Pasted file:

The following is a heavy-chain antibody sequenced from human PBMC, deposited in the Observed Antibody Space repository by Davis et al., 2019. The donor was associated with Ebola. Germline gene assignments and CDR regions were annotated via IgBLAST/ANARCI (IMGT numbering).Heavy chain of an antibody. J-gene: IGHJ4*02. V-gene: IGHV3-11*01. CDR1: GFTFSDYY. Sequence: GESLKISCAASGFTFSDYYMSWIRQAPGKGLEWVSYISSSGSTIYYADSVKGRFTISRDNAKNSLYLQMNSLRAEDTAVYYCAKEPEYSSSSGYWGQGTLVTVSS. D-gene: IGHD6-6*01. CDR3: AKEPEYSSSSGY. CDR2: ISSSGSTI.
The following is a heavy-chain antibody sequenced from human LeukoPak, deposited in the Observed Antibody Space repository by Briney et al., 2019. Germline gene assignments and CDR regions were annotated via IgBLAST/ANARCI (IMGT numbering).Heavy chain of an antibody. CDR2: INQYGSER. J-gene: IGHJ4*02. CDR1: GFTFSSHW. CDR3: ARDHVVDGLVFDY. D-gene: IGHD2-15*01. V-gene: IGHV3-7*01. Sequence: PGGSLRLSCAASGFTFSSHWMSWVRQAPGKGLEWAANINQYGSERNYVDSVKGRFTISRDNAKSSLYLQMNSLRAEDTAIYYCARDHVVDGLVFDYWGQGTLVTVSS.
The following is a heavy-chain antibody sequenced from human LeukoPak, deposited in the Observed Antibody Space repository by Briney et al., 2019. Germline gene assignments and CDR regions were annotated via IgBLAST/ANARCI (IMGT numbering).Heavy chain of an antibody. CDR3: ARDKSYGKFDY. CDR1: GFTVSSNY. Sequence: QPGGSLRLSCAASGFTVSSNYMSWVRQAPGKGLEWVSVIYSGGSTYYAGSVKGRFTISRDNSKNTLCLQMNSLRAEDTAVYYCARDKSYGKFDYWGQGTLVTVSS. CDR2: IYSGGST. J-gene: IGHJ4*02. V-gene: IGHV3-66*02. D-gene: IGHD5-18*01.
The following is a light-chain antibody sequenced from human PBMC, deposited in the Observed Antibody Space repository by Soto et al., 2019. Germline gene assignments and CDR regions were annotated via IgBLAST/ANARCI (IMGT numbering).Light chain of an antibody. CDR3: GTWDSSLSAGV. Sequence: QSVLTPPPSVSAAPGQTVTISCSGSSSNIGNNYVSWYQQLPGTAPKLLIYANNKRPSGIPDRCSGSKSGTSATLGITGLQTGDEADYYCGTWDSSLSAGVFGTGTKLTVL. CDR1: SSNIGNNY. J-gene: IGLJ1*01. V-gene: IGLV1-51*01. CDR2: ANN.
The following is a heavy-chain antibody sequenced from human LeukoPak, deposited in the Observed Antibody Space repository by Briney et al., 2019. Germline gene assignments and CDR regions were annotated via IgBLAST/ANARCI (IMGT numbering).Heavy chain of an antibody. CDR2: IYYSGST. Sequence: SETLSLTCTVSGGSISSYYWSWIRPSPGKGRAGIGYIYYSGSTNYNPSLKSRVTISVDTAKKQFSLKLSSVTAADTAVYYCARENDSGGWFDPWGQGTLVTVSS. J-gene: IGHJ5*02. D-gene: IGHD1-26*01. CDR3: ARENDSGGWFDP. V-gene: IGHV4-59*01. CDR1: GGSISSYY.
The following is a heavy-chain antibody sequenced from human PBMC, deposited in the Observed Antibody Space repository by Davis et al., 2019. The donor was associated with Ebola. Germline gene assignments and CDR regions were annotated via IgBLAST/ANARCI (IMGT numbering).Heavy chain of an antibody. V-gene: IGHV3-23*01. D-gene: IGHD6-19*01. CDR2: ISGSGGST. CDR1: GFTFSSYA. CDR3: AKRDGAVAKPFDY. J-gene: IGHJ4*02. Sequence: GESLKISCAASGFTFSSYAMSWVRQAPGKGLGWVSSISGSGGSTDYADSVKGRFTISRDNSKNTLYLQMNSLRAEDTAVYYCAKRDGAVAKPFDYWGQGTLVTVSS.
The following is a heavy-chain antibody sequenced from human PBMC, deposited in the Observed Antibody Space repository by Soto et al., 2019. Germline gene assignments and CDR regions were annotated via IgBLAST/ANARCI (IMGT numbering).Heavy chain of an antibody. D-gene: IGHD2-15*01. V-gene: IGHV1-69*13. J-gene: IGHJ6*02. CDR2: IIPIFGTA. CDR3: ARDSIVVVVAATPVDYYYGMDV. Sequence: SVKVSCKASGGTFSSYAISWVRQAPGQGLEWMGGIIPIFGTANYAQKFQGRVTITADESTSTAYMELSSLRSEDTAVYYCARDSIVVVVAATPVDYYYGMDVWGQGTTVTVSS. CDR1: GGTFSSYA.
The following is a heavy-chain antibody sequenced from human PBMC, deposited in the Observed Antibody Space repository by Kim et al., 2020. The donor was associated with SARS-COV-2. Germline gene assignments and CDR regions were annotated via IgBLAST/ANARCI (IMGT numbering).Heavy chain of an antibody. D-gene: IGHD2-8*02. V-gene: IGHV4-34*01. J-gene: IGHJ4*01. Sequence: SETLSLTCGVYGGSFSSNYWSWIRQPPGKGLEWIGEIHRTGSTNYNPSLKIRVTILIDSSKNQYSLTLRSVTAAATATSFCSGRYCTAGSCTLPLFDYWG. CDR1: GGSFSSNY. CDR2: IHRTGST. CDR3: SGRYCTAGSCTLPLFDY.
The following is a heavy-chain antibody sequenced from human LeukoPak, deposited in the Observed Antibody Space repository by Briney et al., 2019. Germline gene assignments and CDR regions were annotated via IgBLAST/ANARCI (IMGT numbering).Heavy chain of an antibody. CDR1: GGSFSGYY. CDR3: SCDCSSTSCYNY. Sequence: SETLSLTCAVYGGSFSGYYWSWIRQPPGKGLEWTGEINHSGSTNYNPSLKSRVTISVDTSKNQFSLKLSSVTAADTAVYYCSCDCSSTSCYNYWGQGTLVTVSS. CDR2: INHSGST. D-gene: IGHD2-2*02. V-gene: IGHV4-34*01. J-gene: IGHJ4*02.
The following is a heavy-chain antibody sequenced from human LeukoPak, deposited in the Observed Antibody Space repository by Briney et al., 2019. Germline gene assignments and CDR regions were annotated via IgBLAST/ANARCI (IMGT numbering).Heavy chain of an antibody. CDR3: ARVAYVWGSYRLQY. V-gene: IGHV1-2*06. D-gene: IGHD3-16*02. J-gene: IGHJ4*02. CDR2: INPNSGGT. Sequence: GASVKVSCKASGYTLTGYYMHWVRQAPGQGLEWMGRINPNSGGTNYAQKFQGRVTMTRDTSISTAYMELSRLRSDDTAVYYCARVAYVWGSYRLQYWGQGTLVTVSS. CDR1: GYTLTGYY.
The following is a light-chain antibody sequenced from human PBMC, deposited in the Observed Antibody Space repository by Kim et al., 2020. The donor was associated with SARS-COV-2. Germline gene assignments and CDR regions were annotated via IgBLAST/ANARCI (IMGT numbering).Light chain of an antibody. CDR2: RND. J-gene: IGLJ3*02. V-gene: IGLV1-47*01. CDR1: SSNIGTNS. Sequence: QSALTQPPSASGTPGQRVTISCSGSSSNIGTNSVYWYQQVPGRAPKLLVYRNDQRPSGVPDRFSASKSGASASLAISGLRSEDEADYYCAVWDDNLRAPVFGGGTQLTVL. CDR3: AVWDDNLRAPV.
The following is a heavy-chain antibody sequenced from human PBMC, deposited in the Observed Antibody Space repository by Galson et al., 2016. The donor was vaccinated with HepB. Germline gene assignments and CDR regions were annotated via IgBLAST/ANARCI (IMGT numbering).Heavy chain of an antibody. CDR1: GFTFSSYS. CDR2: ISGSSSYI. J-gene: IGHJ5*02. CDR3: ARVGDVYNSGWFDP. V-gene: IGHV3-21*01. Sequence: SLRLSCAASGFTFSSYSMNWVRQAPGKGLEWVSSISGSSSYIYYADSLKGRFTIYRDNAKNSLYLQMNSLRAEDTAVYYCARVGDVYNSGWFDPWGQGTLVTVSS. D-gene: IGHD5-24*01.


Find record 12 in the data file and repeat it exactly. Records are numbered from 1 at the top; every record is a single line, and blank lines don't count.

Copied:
The following is a heavy-chain antibody sequenced from human PBMC, deposited in the Observed Antibody Space repository by Galson et al., 2016. The donor was vaccinated with HepB. Germline gene assignments and CDR regions were annotated via IgBLAST/ANARCI (IMGT numbering).Heavy chain of an antibody. CDR1: GFTFSSYS. CDR2: ISGSSSYI. J-gene: IGHJ5*02. CDR3: ARVGDVYNSGWFDP. V-gene: IGHV3-21*01. Sequence: SLRLSCAASGFTFSSYSMNWVRQAPGKGLEWVSSISGSSSYIYYADSLKGRFTIYRDNAKNSLYLQMNSLRAEDTAVYYCARVGDVYNSGWFDPWGQGTLVTVSS. D-gene: IGHD5-24*01.